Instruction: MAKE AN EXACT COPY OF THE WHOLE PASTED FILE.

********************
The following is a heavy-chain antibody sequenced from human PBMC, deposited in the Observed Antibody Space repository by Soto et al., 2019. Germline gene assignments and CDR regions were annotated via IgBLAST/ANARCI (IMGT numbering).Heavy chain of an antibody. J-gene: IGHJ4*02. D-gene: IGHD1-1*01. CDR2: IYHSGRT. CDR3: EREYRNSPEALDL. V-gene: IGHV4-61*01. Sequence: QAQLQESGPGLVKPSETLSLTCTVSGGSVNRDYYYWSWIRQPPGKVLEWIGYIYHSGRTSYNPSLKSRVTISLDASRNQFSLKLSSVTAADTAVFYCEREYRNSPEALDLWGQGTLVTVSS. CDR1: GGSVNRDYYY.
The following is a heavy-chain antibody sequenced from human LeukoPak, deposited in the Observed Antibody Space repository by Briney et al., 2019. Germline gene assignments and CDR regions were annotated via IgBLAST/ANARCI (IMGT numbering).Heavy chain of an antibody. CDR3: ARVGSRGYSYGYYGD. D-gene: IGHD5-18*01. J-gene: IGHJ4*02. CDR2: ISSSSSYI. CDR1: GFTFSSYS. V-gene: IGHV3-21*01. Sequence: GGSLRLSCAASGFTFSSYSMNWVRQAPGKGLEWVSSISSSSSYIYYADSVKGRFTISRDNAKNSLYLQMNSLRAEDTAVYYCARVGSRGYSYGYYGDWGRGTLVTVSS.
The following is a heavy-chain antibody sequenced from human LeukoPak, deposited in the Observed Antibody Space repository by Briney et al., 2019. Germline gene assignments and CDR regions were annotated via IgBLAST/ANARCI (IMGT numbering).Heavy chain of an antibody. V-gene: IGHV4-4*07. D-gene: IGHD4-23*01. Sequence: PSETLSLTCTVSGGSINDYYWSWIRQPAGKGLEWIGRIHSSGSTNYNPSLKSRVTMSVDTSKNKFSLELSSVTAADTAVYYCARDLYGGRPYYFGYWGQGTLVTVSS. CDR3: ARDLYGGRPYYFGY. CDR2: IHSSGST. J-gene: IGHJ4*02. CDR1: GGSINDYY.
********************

The following is a heavy-chain antibody sequenced from human PBMC, deposited in the Observed Antibody Space repository by Soto et al., 2019. Germline gene assignments and CDR regions were annotated via IgBLAST/ANARCI (IMGT numbering).Heavy chain of an antibody. J-gene: IGHJ4*02. D-gene: IGHD1-1*01. CDR2: IYHSGRT. CDR3: EREYRNSPEALDL. V-gene: IGHV4-61*01. Sequence: QAQLQESGPGLVKPSETLSLTCTVSGGSVNRDYYYWSWIRQPPGKVLEWIGYIYHSGRTSYNPSLKSRVTISLDASRNQFSLKLSSVTAADTAVFYCEREYRNSPEALDLWGQGTLVTVSS. CDR1: GGSVNRDYYY.
The following is a heavy-chain antibody sequenced from human LeukoPak, deposited in the Observed Antibody Space repository by Briney et al., 2019. Germline gene assignments and CDR regions were annotated via IgBLAST/ANARCI (IMGT numbering).Heavy chain of an antibody. CDR3: ARVGSRGYSYGYYGD. D-gene: IGHD5-18*01. J-gene: IGHJ4*02. CDR2: ISSSSSYI. CDR1: GFTFSSYS. V-gene: IGHV3-21*01. Sequence: GGSLRLSCAASGFTFSSYSMNWVRQAPGKGLEWVSSISSSSSYIYYADSVKGRFTISRDNAKNSLYLQMNSLRAEDTAVYYCARVGSRGYSYGYYGDWGRGTLVTVSS.
The following is a heavy-chain antibody sequenced from human LeukoPak, deposited in the Observed Antibody Space repository by Briney et al., 2019. Germline gene assignments and CDR regions were annotated via IgBLAST/ANARCI (IMGT numbering).Heavy chain of an antibody. V-gene: IGHV4-4*07. D-gene: IGHD4-23*01. Sequence: PSETLSLTCTVSGGSINDYYWSWIRQPAGKGLEWIGRIHSSGSTNYNPSLKSRVTMSVDTSKNKFSLELSSVTAADTAVYYCARDLYGGRPYYFGYWGQGTLVTVSS. CDR3: ARDLYGGRPYYFGY. CDR2: IHSSGST. J-gene: IGHJ4*02. CDR1: GGSINDYY.